26 . 10 . 2018

Insulin Resistance in Alzheimer’s Disease

Alzheimer’s disease is a degenerative condition that affects the central nervous system, leading to marked deficits in cognitive function. In the industrialized world the prevalence of this disease has been increasing and new ways of preventing it are being investigated.

There is a genetic predisposition for Alzheimer’s disease, with special focus on the apolipoprotein E gene polymorphisms (APOE4 associated with a greater risk). However, in the vast majority of cases, the extra-genetic factors, specifically diet, lifestyle and the interaction with the surrounding environment are crucial for the manifestation of disease. Actually, this principle applies to most of the chronic diseases of modern civilization.

The characteristic lesion in these patients’ brain is the deposition of beta-amyloid plaques, which are protein conglomerates with an elevated inflammatory potential. Recently, a bidirectional relationship between the beta-amyloid plaques and insulin resistance was discovered.


insulin-resistance-fig1-dr.Daniel Leal

Fig. 1 – PET scan with a special marker to identify beta-amyloid plaques in the brain of Alzheimer’s patients.


What is insulin resistance?

Insulin is a hormone produced by the pancreas in response to carbohydrate and/or protein intake. When insulin concentration increases in the blood, tissue cells (muscle, adipose tissue, etc.) take in glucose and use it for their metabolic functions. Insulin resistance consists of a decreased cellular response to this hormone, which causes increased glucose levels in the blood and, consequently, a greater need for pancreatic production of insulin, to achieve the same effects. This cycle leads to disturbances such as diabetes mellitus type 2 and metabolic syndrome.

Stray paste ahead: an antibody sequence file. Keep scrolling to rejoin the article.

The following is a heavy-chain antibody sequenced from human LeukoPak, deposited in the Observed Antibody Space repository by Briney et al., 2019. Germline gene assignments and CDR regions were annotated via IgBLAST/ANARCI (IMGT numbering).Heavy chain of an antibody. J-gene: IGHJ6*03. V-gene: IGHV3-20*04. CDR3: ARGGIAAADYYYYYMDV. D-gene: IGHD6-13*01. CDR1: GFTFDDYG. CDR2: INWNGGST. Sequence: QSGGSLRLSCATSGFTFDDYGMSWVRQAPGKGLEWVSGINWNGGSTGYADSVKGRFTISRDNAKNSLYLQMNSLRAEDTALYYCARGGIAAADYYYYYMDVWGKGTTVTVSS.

insulin-resistance-fig2-dr.Daniel Leal

Fig. 2 – Multifactorial etiology of insulin resistance.


Why is insulin important in the brain?

Insulin has a fundamental role in the brain, specially in the hippocampus, a very metabolically active area. The hippocampus is a vital integrator for new memory formation and is particularly affected in Alzheimer’s disease.

What is the relationship between insulin resistance and beta-amyloid plaques?

There is a synergistic interaction between these two mechanisms, based on the following principles:

  • beta-amyloid induces the removal of cell surface insulin receptors, which generates more insulin resistance.
  • insulin resistance and the ensuing hyperinsulinemia inhibit beta-amyloid clearance, promoting its accumulation in the brain.
  • beta-amyloid plaque deposition leads to neuroinflammation, which potentiates insulin resistance in the central nervous system.

Patients with diabetes mellitus type 2 have up to a 65% increased risk of developing Alzheimer’s disease. This fact illustrates the importance of insulin resistance in the pathophysiology of Alzheimer’s disease.

This topic is yet another example of the integration between different organ systems, as opposed to a compartmentalized approach. As it was explained, Alzheimer’s disease is not an exclusive problem of the central nervous system, and it is influenced by the continuous neuro-hormonal crosstalk that happens continuously in the body. Knowing these interactions, we can optimize our lifestyle in order to prevent this and other diseases.



Dineley K, Jahrling J, Denner L. Insulin Resistance in Alzheimer’s Disease. Neurobiology of Disease. 2015;72:92-103.

Categories: Dementia, Metabolism